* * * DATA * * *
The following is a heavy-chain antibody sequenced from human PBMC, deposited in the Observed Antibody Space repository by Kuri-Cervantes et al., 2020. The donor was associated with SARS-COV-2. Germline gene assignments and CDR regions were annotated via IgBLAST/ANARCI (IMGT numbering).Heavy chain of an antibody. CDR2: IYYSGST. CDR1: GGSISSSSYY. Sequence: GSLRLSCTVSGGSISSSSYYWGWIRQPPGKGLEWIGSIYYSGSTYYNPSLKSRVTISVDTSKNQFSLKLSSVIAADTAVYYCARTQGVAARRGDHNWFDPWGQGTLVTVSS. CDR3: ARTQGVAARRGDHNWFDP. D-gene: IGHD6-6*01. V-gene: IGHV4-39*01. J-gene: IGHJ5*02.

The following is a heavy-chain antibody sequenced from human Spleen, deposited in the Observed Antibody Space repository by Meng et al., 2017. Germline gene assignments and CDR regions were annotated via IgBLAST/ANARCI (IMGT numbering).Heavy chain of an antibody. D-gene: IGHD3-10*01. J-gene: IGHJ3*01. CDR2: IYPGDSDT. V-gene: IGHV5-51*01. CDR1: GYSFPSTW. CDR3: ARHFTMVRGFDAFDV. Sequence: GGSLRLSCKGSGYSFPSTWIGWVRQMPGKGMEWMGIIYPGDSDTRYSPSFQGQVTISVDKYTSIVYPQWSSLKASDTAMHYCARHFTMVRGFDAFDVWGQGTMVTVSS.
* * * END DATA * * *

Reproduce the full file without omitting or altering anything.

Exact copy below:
The following is a heavy-chain antibody sequenced from human PBMC, deposited in the Observed Antibody Space repository by Kuri-Cervantes et al., 2020. The donor was associated with SARS-COV-2. Germline gene assignments and CDR regions were annotated via IgBLAST/ANARCI (IMGT numbering).Heavy chain of an antibody. CDR2: IYYSGST. CDR1: GGSISSSSYY. Sequence: GSLRLSCTVSGGSISSSSYYWGWIRQPPGKGLEWIGSIYYSGSTYYNPSLKSRVTISVDTSKNQFSLKLSSVIAADTAVYYCARTQGVAARRGDHNWFDPWGQGTLVTVSS. CDR3: ARTQGVAARRGDHNWFDP. D-gene: IGHD6-6*01. V-gene: IGHV4-39*01. J-gene: IGHJ5*02.

The following is a heavy-chain antibody sequenced from human Spleen, deposited in the Observed Antibody Space repository by Meng et al., 2017. Germline gene assignments and CDR regions were annotated via IgBLAST/ANARCI (IMGT numbering).Heavy chain of an antibody. D-gene: IGHD3-10*01. J-gene: IGHJ3*01. CDR2: IYPGDSDT. V-gene: IGHV5-51*01. CDR1: GYSFPSTW. CDR3: ARHFTMVRGFDAFDV. Sequence: GGSLRLSCKGSGYSFPSTWIGWVRQMPGKGMEWMGIIYPGDSDTRYSPSFQGQVTISVDKYTSIVYPQWSSLKASDTAMHYCARHFTMVRGFDAFDVWGQGTMVTVSS.